Our Future's Orange: Surrey Quays, Canada Water, Rotherhithe

This is part two of our preview of the East London Line, profiling many of the stops along the new route, ahead of its opening in May.

The course of the East London Line will carry us through Surrey Quays, Canada Water and Rotherhithe stations along the base of the Surrey Quays peninsula, an area of dockland that was redeveloped by the London Docklands Development Corporation in the 1980s. Many of the old docks were filled in and thousands of new homes built.

Today, the area is still littered with artefacts from its days as a working commercial dock and is home to the Brunel Museum, which commemorates Isambard Kingdom Brunel's first and last projects - the Thames Tunnel that the East London Line will run through and the Great Eastern steamship as the first modern ocean liner.

Like Canary Wharf, much of the early 80s development has aged badly. Surrey Quays shopping centre is a dismal spot, its scale and facilities too mean for teenies consumers. The neighbouring leisure park provokes an existential crisis in us every time we see it. But Surrey Quays rewards the persistent. Press on past the dross and you'll discover stunning waterside development and parkland, as well as one of London's greatest views from the top of Stave Hill.

Greenland Dock was one of the few to survive and is now one of London's most important centres for water sports, with sailing and kayaking among the sports played on the 1km-long expanse of water. The Surrey Docks Watersports Centre is undergoing the final stages of its refurbishment to include a gym and fitness studios.

Russia Dock enjoyed a different fate and became a woodland nature reserve after it was filled in. Home to a number of rare species, its beauty is captured in exquisite detail on this blog. The park is also home to a 30-feet-tall decapitated cone called Stave Hill, an artificial construct, made from rubble from the construction works. It serves as a unique viewing platform for the dockland on both sides of the river.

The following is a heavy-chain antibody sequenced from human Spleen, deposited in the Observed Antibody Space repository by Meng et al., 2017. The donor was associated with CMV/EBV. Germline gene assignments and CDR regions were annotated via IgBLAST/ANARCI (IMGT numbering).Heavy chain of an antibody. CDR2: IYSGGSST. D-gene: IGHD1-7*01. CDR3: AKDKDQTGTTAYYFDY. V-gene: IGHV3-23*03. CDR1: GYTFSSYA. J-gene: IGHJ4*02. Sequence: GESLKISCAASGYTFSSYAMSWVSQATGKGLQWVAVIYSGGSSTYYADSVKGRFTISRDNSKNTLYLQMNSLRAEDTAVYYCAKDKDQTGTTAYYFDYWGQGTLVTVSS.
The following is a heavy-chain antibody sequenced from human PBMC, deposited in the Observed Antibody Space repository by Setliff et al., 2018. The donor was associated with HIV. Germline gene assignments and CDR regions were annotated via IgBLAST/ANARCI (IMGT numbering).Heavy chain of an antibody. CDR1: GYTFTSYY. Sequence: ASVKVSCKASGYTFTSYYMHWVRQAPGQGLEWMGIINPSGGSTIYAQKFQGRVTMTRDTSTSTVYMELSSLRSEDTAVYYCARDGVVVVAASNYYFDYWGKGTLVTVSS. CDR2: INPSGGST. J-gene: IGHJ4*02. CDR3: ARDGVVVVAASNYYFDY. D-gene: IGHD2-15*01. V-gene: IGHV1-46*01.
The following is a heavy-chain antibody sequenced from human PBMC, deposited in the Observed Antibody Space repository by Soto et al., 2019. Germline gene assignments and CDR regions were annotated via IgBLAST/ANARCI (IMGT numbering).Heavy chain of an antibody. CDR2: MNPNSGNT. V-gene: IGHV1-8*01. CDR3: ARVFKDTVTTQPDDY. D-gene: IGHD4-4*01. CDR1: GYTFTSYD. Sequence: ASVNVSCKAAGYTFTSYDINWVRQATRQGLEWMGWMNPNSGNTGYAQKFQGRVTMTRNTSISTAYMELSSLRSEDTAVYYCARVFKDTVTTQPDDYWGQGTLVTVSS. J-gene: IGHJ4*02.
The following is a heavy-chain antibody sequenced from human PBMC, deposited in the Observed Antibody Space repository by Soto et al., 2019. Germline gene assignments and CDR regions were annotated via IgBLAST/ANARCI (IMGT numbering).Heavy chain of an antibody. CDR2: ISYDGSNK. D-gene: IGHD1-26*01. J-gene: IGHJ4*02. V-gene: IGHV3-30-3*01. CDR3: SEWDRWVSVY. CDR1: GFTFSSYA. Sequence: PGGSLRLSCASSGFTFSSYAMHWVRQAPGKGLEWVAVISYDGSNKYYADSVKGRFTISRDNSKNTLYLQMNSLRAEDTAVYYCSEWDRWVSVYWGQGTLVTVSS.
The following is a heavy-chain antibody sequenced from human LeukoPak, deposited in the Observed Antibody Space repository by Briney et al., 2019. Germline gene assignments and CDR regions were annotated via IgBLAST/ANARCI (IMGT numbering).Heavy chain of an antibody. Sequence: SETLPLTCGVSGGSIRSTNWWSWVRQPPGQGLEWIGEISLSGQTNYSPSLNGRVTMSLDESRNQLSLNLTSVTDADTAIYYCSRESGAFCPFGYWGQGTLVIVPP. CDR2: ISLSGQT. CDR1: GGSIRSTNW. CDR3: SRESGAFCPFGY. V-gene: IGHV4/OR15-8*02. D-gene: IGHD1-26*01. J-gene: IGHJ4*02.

Perhaps in the mistaken belief that a 'Fatty Arbuckles' next to a bowling alley constituted all you could wish for from a good night out, the eighties master planners neglected to include much in the way of eating or drinking establishments and the area can sometimes feel spookily quiet as a result.

The Wibbly Wobbly, an eccentric little pub on a barge parked in Greenland Dock is about the only show in town. Even so, it's not as packed as the number of homes surrounding it ought to merit. Formerly owned by Up the Creek's Malcom Hardee, he drowned rowing back to his houseboat from it in 2005.

On the western bank, near Rotherhithe Station, The Mayflower pub stands on the site of the Shippe pub that dates back to around 1550. It was renamed in 1957 and it was from the nearby landing steps to this pub that the Pilgrim Fathers set sail. Today, its prices suggest that its target market is their more fortunate descendants.

Southwark is trying hard to inject more life in to the Surrey Quays waterside and the area is home to one of London's biggest regeneration programmes, including a major project underway at Canada Water. Centred around a major new library, designed by Piers Gough, the new development aims to create a waterside town centre, including 2,700 new homes (35% affordable) and new retail, office and leisure facilities arranged around a new civic square.

The Decathlon store (much loved by everyone we know because it has the distinction of being the only sports shop which gives priority to sports equipment rather than trainers and embraces natural light rather than fluorescent posters) is to be expanded and will become the company's headquarters in the UK. The site will provide 430 flats together with new retail and community space and café, restaurants, bars along the waterfront. It will also create a new "boulevard" connecting it to the Surrey Quays shopping centre.

Even the soul-crushing Surrey Quays Leisure Park has been given outline planning permission for 500 residential units and 123 units for students, a new cinema complex and leisure building that will include restaurants, commercial floor spaces and public and private open space.

Click here to read about Dalston.